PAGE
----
Working Title, Netflix and Ben Wheatley team up to film Daphne du Maurier’s iconic novel.


Source: Netflix


Dir. Ben Wheatley. UK. 2020. 122 mins

It has been 80 years since Hitchcock won Best Picture for his adaptation of Daphne du Maurier’s novel, and, like the Rebecca of the title, his ghost hangs around Ben Wheatley’s film like a Gothic over-achiever: it does seem very Mrs Danvers-ish to call this a timid imitator. That’s far too harsh. Because Wheatley, for all his outsider ballistics, has turned in perfect Sunday night TV for Netflix. Even if it mostly feels like a collision of Downton Abbey with Gatsby, this easy-on-the-eye drama is gleamingly accessible in a way that most drab British stately home period dramas can only dream of. Hitchcock shot in threatening black-and-white but Wheatley has gone full-colour, in every way, and numbers should be robust.

Rebecca is the whole high-end TV package

Reverting to the original plot – Hitchcock skirted around the ethics of the denouement – yet interpreting the ultimate outcome somewhat differently, writer Jane Goldman hits all the marks except menace, making this a pleasing trip to Cornwall in the company of the F Scott Fitzgerald-like beautiful if not-quite-so-damned. With Armie Hammer as Maxim de Winter and Lily James as Du Maurier’s never-named heroine, it’s a golden excursion, set initially on the French Riviera where this brooding widower and stately pile-owner meets the naïve young ladies companion.

With Ann Dowd playing her bitchy employer Mrs Van Hopper to the full hilt, the going looks good for Wheatley to take a gargoyled perspective on Rebecca despite the initial luxe Grace Kelly/Monte Carlo vibe. Max, cheerful enough to begin with, owns the legendary Cornwall estate Manderley, presided over until recently by his dead wife Rebecca, an infamous paragon of style. A whirlwind romance results in marriage and a return to Manderley (a composite of several stately homes), and the waiting housekeeper Mrs Danvers (Kristin Scott Thomas).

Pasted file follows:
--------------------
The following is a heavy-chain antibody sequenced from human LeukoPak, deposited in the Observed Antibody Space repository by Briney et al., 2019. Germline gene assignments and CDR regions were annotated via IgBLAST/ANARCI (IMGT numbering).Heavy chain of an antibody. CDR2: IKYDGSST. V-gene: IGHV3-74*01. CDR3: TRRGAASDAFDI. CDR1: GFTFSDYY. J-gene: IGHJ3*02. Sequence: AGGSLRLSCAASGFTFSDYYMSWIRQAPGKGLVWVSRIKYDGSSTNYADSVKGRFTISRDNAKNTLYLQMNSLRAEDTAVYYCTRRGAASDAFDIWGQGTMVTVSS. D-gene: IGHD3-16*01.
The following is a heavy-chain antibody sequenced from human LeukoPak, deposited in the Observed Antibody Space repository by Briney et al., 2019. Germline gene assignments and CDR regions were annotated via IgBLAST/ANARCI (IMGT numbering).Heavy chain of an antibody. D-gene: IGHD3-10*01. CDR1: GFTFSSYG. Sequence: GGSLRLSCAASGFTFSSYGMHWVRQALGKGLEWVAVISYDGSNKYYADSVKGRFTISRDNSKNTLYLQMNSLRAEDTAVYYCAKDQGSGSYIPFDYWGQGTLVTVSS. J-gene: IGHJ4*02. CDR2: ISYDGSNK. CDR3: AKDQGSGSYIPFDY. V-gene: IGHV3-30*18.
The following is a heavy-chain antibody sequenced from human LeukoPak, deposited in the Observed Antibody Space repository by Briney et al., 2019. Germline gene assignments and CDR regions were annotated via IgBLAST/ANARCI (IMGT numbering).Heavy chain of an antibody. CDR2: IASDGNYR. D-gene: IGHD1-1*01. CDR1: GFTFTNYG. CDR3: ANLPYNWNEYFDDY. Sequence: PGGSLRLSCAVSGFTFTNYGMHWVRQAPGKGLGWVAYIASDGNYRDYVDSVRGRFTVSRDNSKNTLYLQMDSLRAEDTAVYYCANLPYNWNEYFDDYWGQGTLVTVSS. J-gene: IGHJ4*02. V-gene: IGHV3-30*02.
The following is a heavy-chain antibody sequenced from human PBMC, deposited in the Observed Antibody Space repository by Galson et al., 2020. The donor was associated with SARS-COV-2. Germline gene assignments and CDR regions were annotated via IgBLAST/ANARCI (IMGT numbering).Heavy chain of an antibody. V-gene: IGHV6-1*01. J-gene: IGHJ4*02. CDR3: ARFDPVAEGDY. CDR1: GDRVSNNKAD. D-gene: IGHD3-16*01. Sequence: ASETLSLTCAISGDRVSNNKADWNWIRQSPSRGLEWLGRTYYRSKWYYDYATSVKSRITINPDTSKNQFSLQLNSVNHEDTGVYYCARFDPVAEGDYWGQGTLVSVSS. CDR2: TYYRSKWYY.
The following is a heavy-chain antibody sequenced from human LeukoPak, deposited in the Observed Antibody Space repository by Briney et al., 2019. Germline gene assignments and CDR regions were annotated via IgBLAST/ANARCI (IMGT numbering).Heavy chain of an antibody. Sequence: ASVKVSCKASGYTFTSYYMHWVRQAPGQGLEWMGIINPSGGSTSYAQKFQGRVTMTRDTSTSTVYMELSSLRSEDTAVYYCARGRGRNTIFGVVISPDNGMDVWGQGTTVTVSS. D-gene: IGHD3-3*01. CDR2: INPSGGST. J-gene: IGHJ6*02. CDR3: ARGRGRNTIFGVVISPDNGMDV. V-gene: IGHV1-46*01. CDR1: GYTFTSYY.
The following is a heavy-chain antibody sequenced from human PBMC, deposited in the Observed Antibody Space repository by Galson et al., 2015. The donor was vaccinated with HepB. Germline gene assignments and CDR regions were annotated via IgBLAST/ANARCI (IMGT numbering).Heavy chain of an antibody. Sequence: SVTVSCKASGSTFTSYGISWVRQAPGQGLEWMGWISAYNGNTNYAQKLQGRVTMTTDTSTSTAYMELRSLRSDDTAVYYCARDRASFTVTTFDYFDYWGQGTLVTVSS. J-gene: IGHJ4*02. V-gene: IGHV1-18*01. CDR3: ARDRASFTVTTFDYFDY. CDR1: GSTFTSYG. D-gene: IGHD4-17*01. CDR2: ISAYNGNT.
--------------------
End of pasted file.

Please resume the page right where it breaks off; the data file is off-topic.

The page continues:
The character of Mrs Danvers, or Danny, is an icon of page and screen, and Scott Thomas seems only too happy to try her hand at the role so campily immortalised by Judith Anderson in the Hitchcock version. She’s more controlled, yet icily relaxed in her persecution of the second Mrs de Winter, as Max himself turns angry and sour, flouncing off to manage his estate and leaving it to his sister (Keeley Hawes) to try pour oil over some very troubled waters. The mystery surrounding Rebecca’s death and her affair with her cousin (Sam Riley) hangs over Manderley like a fog, and her timid and outclassed successor is going to have to make some difficult choices as the film progresses. Yet Goldman’s script isn’t quite nuanced enough to dwell on just how morally challenging they are.

There are some missed opportunities here. The sequence in which Mrs Danvers goads her mistress into contemplating suicide is almost a throwaway. Shooting on location, and not on a Hollywood soundstage, gives Wheatley the luxury of spectacular vistas, but they seem to melt away the sense of Gothic claustrophobia that the novel depends on. Manderley lacks a personality, and it’s as big a deal in the film as anyone who lives in it. Hammer and James are very pleasant people to spend time with, though, much less prickly company than Laurence Olivier and Joan Fontaine, but not quite so threatening/threatened as well.

Rebecca is the whole high-end package. Production design by Sarah Greenwood is a whirl of period locations set-dressed with finesse. (One particular hallway seems very familiar from another production, but the film never stays in one place for long). Clint Mansell’s score is pitched at just the right level. Wheatley never tries to rip up the rule book – it’s more of a gentle homage, albeit more gentle than you’d expect from the director of A Field In England. Many films pay homage to Hitchcock, although few dare repeat. It’s not very widely-remembered now, but Gus Van Sant directed a shot-by-shot remake of Psycho in 1998. It starred Vince Vaughan and Anne Heche. It was derided at the time, but actually, it was OK – just not great. Much the same can be said of this.

Production company: Working Title

Worldwide distribution: Netflix

Producers: Tim Bevan, Eric Fellner, Nira Park

Screenplay: Jane Goldman, Joe Shrapnel & Anna Waterhouse

Cinematography: Laurie Rose

Production design: Sarah Greenwood

Editing: Jonathan Amos

Music: Clint Mansell

Main cast: Lily James, Armie Hammer, Kirsten Scott-Thomas, Keeley Hawes, Sam Riley, Ann Dowd